In fact, during the last two years several challenges have been identified that constitute the great challenges of the future, and that will continue on the agenda of the financial sector and the authorities.

In the area of payments, the great milestone of 2018 has been the entry into force of the new Payment Services Directive (PSD2), which seeks to encourage competition and strengthen the security of payments in Europe.

For this, it regulates access to customer payment accounts by third parties, which may offer information aggregation services and initiate payments. During the year the authorities have continued to work on defining the technical details.

Regulations on access, use and protection of data. During the last year, the value of the data has been constituted as a strategic asset in the digital economy. This causes attractive value propositions to be created for customers, but in turn increases privacy concerns. In Europe, this has materialized in two regulations: the general data protection regulation (GDPR), which came into force in May 2018, and the e-Privacy regulation, still under discussion.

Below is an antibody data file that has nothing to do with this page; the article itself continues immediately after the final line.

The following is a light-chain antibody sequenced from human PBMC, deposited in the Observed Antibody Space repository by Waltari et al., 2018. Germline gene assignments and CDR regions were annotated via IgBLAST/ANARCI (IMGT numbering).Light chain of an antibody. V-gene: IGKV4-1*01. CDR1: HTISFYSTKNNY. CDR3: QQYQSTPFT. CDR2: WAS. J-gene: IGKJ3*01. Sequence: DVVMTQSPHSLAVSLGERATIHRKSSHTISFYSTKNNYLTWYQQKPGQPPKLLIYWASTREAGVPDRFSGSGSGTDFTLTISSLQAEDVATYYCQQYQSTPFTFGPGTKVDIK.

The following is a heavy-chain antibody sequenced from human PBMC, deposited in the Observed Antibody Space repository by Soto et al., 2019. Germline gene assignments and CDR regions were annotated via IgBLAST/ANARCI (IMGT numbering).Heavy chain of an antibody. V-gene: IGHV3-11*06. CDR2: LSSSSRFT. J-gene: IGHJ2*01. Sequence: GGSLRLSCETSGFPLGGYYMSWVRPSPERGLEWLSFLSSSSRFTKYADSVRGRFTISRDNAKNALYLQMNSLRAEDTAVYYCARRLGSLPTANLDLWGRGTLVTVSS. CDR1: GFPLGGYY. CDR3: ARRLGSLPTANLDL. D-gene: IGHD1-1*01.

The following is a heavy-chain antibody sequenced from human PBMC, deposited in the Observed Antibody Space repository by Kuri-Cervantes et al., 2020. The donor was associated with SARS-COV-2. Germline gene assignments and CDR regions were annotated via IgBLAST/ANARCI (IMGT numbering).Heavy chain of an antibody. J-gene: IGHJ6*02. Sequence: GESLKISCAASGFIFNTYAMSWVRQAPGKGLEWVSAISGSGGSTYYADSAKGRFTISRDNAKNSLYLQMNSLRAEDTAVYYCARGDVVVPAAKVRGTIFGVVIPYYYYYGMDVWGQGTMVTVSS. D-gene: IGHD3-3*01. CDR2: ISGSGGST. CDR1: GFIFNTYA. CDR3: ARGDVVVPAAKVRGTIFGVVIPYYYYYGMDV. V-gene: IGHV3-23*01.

The concern for privacy has also intensified in other geographies, such as the USA. UU., Where some states have already begun to update their regulations in this regard. In parallel, the open banking regulations have been extended, similar to the aforementioned PSD2, as in the case of Mexico. In the recently approved Fintech Law accessibility and the right to portability of data are regulated.

During the last year, the value of the data has been constituted as a strategic asset in the digital economy.

This causes attractive value propositions to be created for customers, but in turn increases privacy concerns. In Europe, this has materialized in two regulations: the general data protection regulation (GDPR), which came into force in May 2018, and the e-Privacy regulation, still under discussion.